Taking a very early look ahead to November’s general election, the survey also asked registered voters across the political spectrum to predict their vote – whether it would be for Donald Trump or the yet-to-be-determined Democratic nominee. Similar to other recent elections, most white evangelical Protestants say they will definitely (59%) or probably (17%) vote for Trump, and just 14% say they will probably or definitely vote for the Democrat. White Protestant voters who do not identify as born again or evangelical also are more likely than not to say they will vote for Trump in November.

Most black Protestant (79%) and religiously unaffiliated voters (66%), meanwhile, intend to vote Democratic, including majorities in each group who say they will definitely vote for the Democratic candidate.

Catholics are more evenly divided between those who say they will definitely vote for Trump (33%) and those who definitely plan to back the Democratic nominee (32%). About one-in-ten Catholic voters (11%) will probably vote for Trump, while an identical share (11%) will probably vote for the Democrat. Among Catholics, as among Protestants, racial and ethnic factors play a role: White Catholic voters lean more toward Trump than the Democratic nominee, while Hispanic Catholics are much more likely to say they will vote Democratic.

These preferences largely reflect the political party affiliations of members of each religious group. For example, most white evangelical Protestants identify as Republicans, and Republicans overwhelmingly support Trump. Among white evangelical voters who identify with or lean toward the GOP, 68% say they will definitely vote for Trump in November and another 19% say they will probably do so.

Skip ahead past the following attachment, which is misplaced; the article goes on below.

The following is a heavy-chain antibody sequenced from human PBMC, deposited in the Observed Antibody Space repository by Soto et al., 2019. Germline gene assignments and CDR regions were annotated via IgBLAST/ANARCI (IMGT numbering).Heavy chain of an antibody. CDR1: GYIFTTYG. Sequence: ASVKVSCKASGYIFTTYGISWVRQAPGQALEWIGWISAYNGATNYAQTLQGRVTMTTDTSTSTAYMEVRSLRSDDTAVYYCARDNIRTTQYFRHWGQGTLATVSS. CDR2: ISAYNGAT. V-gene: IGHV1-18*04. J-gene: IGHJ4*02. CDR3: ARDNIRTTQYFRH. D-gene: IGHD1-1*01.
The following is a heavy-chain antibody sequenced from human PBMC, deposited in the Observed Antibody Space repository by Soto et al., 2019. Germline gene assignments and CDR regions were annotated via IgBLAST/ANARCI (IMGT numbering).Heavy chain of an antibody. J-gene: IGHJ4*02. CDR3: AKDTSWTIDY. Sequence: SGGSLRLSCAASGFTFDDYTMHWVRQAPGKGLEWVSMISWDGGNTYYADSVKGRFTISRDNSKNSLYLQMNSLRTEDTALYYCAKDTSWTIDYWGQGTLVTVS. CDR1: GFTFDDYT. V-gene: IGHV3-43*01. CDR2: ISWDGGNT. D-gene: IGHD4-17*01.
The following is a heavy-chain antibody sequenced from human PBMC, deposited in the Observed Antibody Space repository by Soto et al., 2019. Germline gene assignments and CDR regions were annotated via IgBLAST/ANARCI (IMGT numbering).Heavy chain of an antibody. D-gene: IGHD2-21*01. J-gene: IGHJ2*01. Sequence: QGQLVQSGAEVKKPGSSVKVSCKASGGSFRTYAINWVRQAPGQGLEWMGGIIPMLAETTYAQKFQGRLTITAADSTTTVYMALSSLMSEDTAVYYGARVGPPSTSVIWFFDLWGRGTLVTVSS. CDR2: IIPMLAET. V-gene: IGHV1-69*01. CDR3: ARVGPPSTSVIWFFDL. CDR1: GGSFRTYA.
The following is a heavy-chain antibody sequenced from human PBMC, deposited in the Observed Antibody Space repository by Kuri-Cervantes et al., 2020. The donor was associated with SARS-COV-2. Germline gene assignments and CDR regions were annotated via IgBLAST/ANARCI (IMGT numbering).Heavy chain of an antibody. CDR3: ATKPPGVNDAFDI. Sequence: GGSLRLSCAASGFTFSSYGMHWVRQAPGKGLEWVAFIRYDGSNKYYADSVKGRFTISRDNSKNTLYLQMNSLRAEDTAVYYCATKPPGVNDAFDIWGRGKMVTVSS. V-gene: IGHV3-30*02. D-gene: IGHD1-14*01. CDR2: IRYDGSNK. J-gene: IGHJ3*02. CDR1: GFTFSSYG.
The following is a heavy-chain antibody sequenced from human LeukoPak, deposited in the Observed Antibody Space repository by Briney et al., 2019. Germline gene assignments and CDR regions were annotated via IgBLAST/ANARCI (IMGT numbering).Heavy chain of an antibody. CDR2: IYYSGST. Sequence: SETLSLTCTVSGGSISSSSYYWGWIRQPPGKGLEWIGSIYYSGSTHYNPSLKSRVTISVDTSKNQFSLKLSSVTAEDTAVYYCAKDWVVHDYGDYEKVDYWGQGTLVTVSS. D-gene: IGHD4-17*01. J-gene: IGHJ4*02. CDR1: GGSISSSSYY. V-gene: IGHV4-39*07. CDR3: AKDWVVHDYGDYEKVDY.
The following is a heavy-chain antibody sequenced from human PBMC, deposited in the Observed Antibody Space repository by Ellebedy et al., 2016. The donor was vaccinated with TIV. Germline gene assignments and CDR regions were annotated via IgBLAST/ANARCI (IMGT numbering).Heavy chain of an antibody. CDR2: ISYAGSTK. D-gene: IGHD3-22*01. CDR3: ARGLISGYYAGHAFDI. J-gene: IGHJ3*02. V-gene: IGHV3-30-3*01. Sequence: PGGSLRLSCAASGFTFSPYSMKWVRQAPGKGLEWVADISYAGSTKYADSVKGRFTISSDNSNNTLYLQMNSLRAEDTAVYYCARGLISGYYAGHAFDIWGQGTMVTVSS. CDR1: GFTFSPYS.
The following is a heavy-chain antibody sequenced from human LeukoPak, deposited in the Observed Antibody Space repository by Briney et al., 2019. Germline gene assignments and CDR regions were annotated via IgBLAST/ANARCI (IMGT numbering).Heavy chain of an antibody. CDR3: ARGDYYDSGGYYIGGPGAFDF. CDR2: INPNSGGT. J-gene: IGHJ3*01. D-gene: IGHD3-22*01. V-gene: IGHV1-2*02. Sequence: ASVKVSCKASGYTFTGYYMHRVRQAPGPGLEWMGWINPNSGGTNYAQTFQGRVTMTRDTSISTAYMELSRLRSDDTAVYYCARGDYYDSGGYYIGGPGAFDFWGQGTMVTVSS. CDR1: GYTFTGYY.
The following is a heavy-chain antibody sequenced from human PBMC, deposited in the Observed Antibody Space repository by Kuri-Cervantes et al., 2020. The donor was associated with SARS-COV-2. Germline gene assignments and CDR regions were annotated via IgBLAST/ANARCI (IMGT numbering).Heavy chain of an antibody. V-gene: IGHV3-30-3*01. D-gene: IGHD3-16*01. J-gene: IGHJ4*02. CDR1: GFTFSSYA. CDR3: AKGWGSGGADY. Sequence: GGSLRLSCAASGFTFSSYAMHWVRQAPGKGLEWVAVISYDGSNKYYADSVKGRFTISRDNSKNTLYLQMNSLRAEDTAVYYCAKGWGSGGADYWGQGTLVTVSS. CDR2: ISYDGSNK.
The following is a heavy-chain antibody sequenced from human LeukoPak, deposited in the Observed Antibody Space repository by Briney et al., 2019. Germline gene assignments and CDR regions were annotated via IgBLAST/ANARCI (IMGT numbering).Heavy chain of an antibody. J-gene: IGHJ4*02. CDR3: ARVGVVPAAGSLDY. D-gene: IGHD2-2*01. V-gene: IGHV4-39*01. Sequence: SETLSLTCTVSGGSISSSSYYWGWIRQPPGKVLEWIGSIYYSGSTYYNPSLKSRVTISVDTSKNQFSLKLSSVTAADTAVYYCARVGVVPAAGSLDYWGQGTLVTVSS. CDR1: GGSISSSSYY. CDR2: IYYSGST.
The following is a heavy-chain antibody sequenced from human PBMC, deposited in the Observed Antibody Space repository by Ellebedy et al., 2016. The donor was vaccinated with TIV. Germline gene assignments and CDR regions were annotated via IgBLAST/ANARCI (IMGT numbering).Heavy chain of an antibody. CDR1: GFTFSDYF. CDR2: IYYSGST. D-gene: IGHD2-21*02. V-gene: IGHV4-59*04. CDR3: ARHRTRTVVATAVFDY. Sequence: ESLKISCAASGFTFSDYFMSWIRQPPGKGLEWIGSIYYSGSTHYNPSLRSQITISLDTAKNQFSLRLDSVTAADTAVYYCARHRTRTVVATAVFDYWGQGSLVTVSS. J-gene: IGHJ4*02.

Racial divide as most white Protestants, white Catholics approve of Trump's performance, and most black Protestants, Hispanic Catholics disapprove

There are similar fault lines on two related questions: How voters expect to feel if Trump is reelected, and whether Americans overall approve of the job he is doing as president. Most white evangelical Protestant voters say they would be relieved (43%) or excited (36%) if Trump wins reelection, while most black Protestants say they would be disappointed (60%) or angry (32%). Religiously unaffiliated voters would also feel negatively about another Trump victory, while Catholics are roughly evenly split between those who say they would have positive and negative emotions.

We asked all respondents, not just registered voters, how they think Trump is handling his job as president. Three-quarters of white evangelical Protestants (77%) say they approve of Trump’s performance, including a clear majority (64%) who approve “very strongly.” Most white Protestants who are not evangelical (56%) also approve of the job Trump is doing, as do most white Catholics (58%). Black Protestants, religiously unaffiliated Americans, Hispanic Catholics and U.S. Jews all mostly disapprove of Trump.

Note: Here are the questions used for the survey cited in this report, along with responses, its methodology and a table with sample sizes and margins of error for groups analyzed in this post. 

Michael Lipka  is an editorial manager of religion research at Pew Research Center.
Gregory A. Smith  is an associate director of research at Pew Research Center.